We performed a multifaceted assessment using eight different evaluations at both admission and discharge (Table 1). The evaluations included the mean life expectancy in HF using the SHFM [3], the severity of dementia [4, 5], nutrition [6], medication adherence [7], biomarker (the level of BNP in blood) [8], sociality [9], performance [10, 11] and comorbidity [12, 13]. Each parameter was scored on a 5-point scale (excellent = 5 points; good = 4 points; fair (average) = 3 points; poor = 2 points; failure = 1 point; maximum total points of 40) (Fukuoka University Heart Failure Scoring System, FUFS). The mean life expectancy according to SHFM [3] on admission and at discharge was 4.9 years (4 points) and 5.4 years (5 points), respectively (Table 1A) (Fig. 2). The severity of dementia was assessed using revised Hasegawa’s dementia scale (HDS-R) [4, 5], and the scores on admission and at discharge were 5 and 5 points, respectively (Table 1B) (Fig. 2). Nutrition was assessed using mini-nutritional assessment (MNA) with some modification of scoring [6]; the value on admission (3 points) improved to 4 points at discharge (Table 1C) (Fig. 2). The scores for medication adherence (Table 1D and Table 2) [7] on admission and at discharge were 4 and 5 points, respectively (Fig. 2). Although BNP levels (Table 1E) [8] decreased to 523 pg/mL at discharge, there was no change in the number of points assigned to the biomarker evaluation. There was no problem in sociality as assessed by the home care score (HCS) with some modification of scoring [9]; the scores at both admission and discharge were 5 (Table 1F) (Fig. 2). Performance as assessed by a modified frailty index derived from the Canadian Study of Health and Aging (modified FI-CSHA) [10, 11] improved from 4 points on admission to 5 points at discharge (Table 1G) (Fig. 2). There were no changes in the number of points assigned to comorbidity using the Charlson comorbidity index between admission and discharge (Table 1H) (Fig. 2) [12, 13] because the patient had both pulmonary emphysema and prostate cancer. Overall, the total score improved from 28 to 32 points.

Table 1.
Click to view
Table 1. A Multifaceted Assessment Using Eight Different Evaluations (A-H)
 

Figure 2.
Click for large image
Figure 2. A multifaceted assessment on admission (a) and at discharge (b).

Table 2.
Click to view
Table 2. Medication Adherence Scale
 
Discussion▴Top 

We evaluated the precise conditions, including cardiac function, in an elderly patient with acute decompensated HF using a multifaceted assessment with eight different evaluations. Elderly patients more frequently experience comorbidities, frailty, polypharmacy and cognitive impairment, all of which can have a significant impact on clinical outcomes. Thus, patients require proper evaluation to best assess and plan their care needs.

In this patient, the total points using a multifaceted assessment improved from 28 to 32. Interestingly, the mean life expectancy (SHFM) improved with short-term care during hospitalization. Although nutrition (MNA), medication adherence and performance (modified FI-CSHA) each improved by only 1 point, these three factors are significantly associated with the prognosis in patients with HF according to previous reports [14-17]. A poor nutritional status as assessed using the controlling nutritional status score was significantly associated with inflammation and predicts poor outcomes in patients with HF [14]. Medication adherence and social support, both independently and in combination, predicted cardiac event-free survival in patients with HF [15]. A high prevalence of frailty has been reported in older patients with HF [16]. Increased frailty has been associated with an increased risk of falls, hospitalization, nursing home admission and mortality, with poorer outcomes [17]. In addition, although dementia and delirium are associated with worse clinical outcomes, including a longer duration of hospitalization and increased inpatient and 1-year mortality [18], and patients with HF who receive home-based rehabilitation services make significant improvements in activities of daily living [19], this patient did not have dementia or delirium and had a high HCS.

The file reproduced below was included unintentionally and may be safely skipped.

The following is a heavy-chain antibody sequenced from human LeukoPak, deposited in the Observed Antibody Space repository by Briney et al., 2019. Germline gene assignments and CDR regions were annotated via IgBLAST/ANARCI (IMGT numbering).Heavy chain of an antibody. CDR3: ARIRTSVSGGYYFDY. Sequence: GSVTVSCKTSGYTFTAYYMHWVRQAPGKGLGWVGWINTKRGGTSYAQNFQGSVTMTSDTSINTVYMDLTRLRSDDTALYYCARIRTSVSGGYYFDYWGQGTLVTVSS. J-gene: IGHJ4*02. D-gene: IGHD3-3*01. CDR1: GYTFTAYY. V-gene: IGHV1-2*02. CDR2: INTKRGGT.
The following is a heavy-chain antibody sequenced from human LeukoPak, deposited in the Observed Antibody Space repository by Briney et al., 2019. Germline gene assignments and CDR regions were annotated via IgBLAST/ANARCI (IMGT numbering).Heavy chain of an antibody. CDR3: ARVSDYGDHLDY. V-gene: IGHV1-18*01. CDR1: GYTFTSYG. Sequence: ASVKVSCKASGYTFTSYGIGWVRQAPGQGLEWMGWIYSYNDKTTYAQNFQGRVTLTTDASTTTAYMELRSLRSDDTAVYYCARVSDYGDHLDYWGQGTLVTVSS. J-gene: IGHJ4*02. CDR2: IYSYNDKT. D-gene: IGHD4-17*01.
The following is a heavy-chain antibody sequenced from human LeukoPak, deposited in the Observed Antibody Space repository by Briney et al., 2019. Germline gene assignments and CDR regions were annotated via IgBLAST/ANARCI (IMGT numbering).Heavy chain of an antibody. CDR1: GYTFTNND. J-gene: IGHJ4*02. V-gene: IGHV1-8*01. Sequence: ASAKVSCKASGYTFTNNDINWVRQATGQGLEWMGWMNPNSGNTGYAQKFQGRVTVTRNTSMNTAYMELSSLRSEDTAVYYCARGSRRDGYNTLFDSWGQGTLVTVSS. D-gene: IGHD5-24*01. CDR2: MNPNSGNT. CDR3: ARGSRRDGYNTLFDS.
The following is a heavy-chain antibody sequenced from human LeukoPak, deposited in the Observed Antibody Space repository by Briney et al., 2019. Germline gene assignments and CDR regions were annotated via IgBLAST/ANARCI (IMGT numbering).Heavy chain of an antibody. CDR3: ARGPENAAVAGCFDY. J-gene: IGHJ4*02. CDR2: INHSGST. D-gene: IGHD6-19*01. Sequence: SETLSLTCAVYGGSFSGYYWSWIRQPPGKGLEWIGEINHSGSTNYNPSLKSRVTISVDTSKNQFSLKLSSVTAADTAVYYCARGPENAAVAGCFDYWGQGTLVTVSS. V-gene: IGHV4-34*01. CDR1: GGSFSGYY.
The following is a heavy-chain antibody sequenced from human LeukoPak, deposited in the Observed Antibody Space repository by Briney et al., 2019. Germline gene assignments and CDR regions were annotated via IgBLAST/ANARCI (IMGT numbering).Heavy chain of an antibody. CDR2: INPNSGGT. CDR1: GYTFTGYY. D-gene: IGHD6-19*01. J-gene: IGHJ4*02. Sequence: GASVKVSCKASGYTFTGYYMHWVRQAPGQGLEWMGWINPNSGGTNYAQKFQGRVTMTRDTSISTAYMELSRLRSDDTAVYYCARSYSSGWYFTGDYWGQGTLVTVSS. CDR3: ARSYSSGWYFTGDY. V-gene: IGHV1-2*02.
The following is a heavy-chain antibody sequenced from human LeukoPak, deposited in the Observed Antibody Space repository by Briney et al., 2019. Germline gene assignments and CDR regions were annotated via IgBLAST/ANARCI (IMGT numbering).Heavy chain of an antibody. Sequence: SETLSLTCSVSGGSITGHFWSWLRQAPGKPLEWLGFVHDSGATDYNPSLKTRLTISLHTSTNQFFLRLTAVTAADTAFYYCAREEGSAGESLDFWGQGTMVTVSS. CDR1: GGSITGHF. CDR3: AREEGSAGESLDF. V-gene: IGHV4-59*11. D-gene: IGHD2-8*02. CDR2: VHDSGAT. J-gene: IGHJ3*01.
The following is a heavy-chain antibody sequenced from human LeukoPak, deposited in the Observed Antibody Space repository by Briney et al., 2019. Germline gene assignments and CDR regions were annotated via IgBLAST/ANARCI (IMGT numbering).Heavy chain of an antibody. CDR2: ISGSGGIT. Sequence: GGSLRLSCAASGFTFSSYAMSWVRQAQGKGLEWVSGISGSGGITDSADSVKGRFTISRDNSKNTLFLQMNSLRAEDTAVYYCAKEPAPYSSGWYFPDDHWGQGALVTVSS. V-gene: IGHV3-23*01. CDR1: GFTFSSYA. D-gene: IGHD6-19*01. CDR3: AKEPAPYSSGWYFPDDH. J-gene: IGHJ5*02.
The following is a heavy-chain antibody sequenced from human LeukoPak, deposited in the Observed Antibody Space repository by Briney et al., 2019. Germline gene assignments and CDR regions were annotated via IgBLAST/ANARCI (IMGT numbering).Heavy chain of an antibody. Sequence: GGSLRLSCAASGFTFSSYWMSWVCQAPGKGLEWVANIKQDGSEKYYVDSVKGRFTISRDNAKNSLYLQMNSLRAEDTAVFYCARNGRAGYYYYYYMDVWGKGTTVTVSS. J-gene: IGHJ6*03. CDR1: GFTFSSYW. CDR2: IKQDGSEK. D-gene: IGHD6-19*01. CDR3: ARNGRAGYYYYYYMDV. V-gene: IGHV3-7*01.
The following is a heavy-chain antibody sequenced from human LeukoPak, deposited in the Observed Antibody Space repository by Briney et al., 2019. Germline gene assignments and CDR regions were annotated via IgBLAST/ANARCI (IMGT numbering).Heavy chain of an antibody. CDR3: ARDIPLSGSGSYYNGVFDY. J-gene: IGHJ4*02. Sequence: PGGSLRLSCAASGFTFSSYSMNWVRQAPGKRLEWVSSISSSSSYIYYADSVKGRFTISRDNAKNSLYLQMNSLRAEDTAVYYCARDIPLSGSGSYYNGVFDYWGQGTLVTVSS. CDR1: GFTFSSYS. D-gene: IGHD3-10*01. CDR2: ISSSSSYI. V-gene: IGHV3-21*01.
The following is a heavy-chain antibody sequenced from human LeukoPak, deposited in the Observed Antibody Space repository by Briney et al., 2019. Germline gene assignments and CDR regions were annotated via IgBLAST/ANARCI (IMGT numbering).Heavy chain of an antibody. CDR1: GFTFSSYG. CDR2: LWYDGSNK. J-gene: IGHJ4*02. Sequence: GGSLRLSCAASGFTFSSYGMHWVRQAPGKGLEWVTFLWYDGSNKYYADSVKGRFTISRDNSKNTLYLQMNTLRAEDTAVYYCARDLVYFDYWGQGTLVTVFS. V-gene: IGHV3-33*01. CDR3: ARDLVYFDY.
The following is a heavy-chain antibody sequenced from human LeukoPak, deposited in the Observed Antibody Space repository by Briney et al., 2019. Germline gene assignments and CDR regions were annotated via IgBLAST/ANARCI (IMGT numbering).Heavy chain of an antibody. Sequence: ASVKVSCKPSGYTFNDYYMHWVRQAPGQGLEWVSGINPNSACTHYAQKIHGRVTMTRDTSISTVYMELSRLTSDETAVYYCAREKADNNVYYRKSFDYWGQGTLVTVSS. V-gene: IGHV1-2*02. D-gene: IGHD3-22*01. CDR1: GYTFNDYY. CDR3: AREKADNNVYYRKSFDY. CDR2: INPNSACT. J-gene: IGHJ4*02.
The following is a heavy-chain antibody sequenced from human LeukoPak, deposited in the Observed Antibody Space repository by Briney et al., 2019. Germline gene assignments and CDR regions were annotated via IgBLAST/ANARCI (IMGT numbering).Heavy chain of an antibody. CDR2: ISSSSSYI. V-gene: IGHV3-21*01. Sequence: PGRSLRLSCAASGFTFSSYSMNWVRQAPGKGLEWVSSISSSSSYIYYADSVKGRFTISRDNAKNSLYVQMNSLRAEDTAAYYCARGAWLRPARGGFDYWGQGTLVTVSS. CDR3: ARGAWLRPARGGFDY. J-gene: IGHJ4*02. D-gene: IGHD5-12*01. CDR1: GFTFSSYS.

We also assessed comorbidities on admission and at discharge. Although we appropriately treated HF during hospitalization, there were no changes in the points assigned to comorbidity. Up to 75% of patients aged > 65 years will have multiple chronic conditions that will impact HF management [20], and comorbidity is one of the strongest independent predictors of re-hospitalization and mortality [21]. Thus, we must consider caring for comorbidities during hospitalization. In addition, the mean life expectancy improved at discharge. The SHFM provides an accurate estimate of 1-, 2-, and 3-year survival with the use of easily obtained clinical, pharmacological, device, and laboratory characteristics [3]. Since SHFM does not include assessments of dementia, nutrition, medication adherence, sociality or performance, we also need to carefully evaluate these factors in addition to any therapies (both pharmacological and with the use of devices) and laboratory parameters.

The prevalence of HF with preserved ejection fraction (HFpEF) is increasing [22]. In the present case, LVEF was 58%, and we gave a diagnosis of HFpEF, probably due to HTN. Since HFpEF is a condition for which no treatment has been proven to alter clinical outcomes, it is important to evaluate the patient’s condition. When patients with HFpEF were further categorized as having relatively low LVEF (HFrlEF; EF 40-60%) or relatively high LVEF (HFrhEF; EF ≥ 60%), the BNP level was shown to have prognostic value in HFrlEF, but not in HFrhEF [23]. The BNP level may also be important for predicting the prognosis in HF patients. Since there was no change in the number of points assigned to BNP and its level was still high at discharge, more aggressive treatment might be needed, even though this patient is very elderly.

Comprehensive cardiac rehabilitation (CR) has been shown to improve quality of life in addition to cardiac function in patients with HF [24]. This patient immediately started CR. CR may also improve the patient’s condition using eight evaluations, even though CR was only performed about 2 weeks.

To the future, it is necessary to evaluate the usefulness of a multifaceted assessment strategy in clinical trial, and it may subsequently give appropriate therapies.

Conclusion

We evaluated the precise conditions using a multifaceted assessment strategy in an elderly patient with HF. The strategy was useful for evaluating the patient’s condition in this case.

Financial Support

None.

Conflict of Interest

SM is a Director of NPO Clinical and Applied Science, Fukuoka, Japan, and belongs to the Department of Molecular Cardiovascular Therapeutics supported by MSD, Co. LTD.